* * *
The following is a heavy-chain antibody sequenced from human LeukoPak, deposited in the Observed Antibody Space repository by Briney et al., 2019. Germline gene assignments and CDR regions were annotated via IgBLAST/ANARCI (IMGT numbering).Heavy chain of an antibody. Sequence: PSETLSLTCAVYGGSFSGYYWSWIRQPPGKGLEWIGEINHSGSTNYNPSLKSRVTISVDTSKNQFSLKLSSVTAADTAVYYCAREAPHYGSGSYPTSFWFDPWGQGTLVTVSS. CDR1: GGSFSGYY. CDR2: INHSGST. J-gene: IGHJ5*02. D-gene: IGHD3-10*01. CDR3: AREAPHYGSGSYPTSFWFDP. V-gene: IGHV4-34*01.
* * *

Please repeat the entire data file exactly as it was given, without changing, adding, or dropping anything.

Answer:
The following is a heavy-chain antibody sequenced from human LeukoPak, deposited in the Observed Antibody Space repository by Briney et al., 2019. Germline gene assignments and CDR regions were annotated via IgBLAST/ANARCI (IMGT numbering).Heavy chain of an antibody. Sequence: PSETLSLTCAVYGGSFSGYYWSWIRQPPGKGLEWIGEINHSGSTNYNPSLKSRVTISVDTSKNQFSLKLSSVTAADTAVYYCAREAPHYGSGSYPTSFWFDPWGQGTLVTVSS. CDR1: GGSFSGYY. CDR2: INHSGST. J-gene: IGHJ5*02. D-gene: IGHD3-10*01. CDR3: AREAPHYGSGSYPTSFWFDP. V-gene: IGHV4-34*01.